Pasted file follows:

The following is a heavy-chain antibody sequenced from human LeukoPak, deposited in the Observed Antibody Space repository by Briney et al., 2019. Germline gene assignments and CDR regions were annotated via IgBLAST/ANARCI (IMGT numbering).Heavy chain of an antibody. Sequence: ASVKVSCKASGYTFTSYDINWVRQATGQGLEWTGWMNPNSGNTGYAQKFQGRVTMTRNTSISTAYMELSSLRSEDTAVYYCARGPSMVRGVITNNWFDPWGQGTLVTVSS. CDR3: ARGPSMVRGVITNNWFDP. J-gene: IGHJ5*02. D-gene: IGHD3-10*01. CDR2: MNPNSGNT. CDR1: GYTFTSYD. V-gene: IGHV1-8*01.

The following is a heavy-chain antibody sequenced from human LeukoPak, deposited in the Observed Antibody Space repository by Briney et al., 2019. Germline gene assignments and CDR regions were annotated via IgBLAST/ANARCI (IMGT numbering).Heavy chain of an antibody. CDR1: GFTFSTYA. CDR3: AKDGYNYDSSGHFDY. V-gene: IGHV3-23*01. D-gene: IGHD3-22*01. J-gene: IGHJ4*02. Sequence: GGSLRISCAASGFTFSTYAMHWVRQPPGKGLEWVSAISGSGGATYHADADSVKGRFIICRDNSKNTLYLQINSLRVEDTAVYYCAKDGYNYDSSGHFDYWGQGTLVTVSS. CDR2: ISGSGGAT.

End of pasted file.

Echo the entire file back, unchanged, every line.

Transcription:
The following is a heavy-chain antibody sequenced from human LeukoPak, deposited in the Observed Antibody Space repository by Briney et al., 2019. Germline gene assignments and CDR regions were annotated via IgBLAST/ANARCI (IMGT numbering).Heavy chain of an antibody. Sequence: ASVKVSCKASGYTFTSYDINWVRQATGQGLEWTGWMNPNSGNTGYAQKFQGRVTMTRNTSISTAYMELSSLRSEDTAVYYCARGPSMVRGVITNNWFDPWGQGTLVTVSS. CDR3: ARGPSMVRGVITNNWFDP. J-gene: IGHJ5*02. D-gene: IGHD3-10*01. CDR2: MNPNSGNT. CDR1: GYTFTSYD. V-gene: IGHV1-8*01.

The following is a heavy-chain antibody sequenced from human LeukoPak, deposited in the Observed Antibody Space repository by Briney et al., 2019. Germline gene assignments and CDR regions were annotated via IgBLAST/ANARCI (IMGT numbering).Heavy chain of an antibody. CDR1: GFTFSTYA. CDR3: AKDGYNYDSSGHFDY. V-gene: IGHV3-23*01. D-gene: IGHD3-22*01. J-gene: IGHJ4*02. Sequence: GGSLRISCAASGFTFSTYAMHWVRQPPGKGLEWVSAISGSGGATYHADADSVKGRFIICRDNSKNTLYLQINSLRVEDTAVYYCAKDGYNYDSSGHFDYWGQGTLVTVSS. CDR2: ISGSGGAT.